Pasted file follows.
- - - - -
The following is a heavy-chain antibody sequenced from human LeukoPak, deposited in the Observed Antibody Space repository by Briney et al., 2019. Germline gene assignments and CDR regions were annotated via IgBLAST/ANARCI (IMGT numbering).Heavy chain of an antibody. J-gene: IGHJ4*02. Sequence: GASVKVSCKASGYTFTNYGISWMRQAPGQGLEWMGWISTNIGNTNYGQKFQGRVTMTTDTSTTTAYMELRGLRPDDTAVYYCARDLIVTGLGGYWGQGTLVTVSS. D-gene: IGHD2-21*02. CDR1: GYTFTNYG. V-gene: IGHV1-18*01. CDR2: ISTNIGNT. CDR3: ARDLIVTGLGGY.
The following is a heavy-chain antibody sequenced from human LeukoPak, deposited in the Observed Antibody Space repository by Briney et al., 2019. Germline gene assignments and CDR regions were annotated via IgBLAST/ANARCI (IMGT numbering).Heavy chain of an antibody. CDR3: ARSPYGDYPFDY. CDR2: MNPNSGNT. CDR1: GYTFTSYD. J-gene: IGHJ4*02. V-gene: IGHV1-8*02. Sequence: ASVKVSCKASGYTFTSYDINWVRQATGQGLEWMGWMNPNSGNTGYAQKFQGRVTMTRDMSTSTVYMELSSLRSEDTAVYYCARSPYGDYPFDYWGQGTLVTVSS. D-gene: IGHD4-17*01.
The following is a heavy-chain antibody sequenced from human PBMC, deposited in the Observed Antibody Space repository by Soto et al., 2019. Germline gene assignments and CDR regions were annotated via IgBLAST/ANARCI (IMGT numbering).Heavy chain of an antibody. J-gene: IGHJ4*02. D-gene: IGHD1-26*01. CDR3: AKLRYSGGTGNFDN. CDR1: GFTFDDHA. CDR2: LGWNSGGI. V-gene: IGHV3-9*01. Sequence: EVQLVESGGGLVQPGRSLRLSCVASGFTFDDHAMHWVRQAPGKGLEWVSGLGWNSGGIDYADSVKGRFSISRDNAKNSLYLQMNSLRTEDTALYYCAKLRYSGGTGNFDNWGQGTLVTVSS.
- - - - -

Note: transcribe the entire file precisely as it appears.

The following is a heavy-chain antibody sequenced from human LeukoPak, deposited in the Observed Antibody Space repository by Briney et al., 2019. Germline gene assignments and CDR regions were annotated via IgBLAST/ANARCI (IMGT numbering).Heavy chain of an antibody. J-gene: IGHJ4*02. Sequence: GASVKVSCKASGYTFTNYGISWMRQAPGQGLEWMGWISTNIGNTNYGQKFQGRVTMTTDTSTTTAYMELRGLRPDDTAVYYCARDLIVTGLGGYWGQGTLVTVSS. D-gene: IGHD2-21*02. CDR1: GYTFTNYG. V-gene: IGHV1-18*01. CDR2: ISTNIGNT. CDR3: ARDLIVTGLGGY.
The following is a heavy-chain antibody sequenced from human LeukoPak, deposited in the Observed Antibody Space repository by Briney et al., 2019. Germline gene assignments and CDR regions were annotated via IgBLAST/ANARCI (IMGT numbering).Heavy chain of an antibody. CDR3: ARSPYGDYPFDY. CDR2: MNPNSGNT. CDR1: GYTFTSYD. J-gene: IGHJ4*02. V-gene: IGHV1-8*02. Sequence: ASVKVSCKASGYTFTSYDINWVRQATGQGLEWMGWMNPNSGNTGYAQKFQGRVTMTRDMSTSTVYMELSSLRSEDTAVYYCARSPYGDYPFDYWGQGTLVTVSS. D-gene: IGHD4-17*01.
The following is a heavy-chain antibody sequenced from human PBMC, deposited in the Observed Antibody Space repository by Soto et al., 2019. Germline gene assignments and CDR regions were annotated via IgBLAST/ANARCI (IMGT numbering).Heavy chain of an antibody. J-gene: IGHJ4*02. D-gene: IGHD1-26*01. CDR3: AKLRYSGGTGNFDN. CDR1: GFTFDDHA. CDR2: LGWNSGGI. V-gene: IGHV3-9*01. Sequence: EVQLVESGGGLVQPGRSLRLSCVASGFTFDDHAMHWVRQAPGKGLEWVSGLGWNSGGIDYADSVKGRFSISRDNAKNSLYLQMNSLRTEDTALYYCAKLRYSGGTGNFDNWGQGTLVTVSS.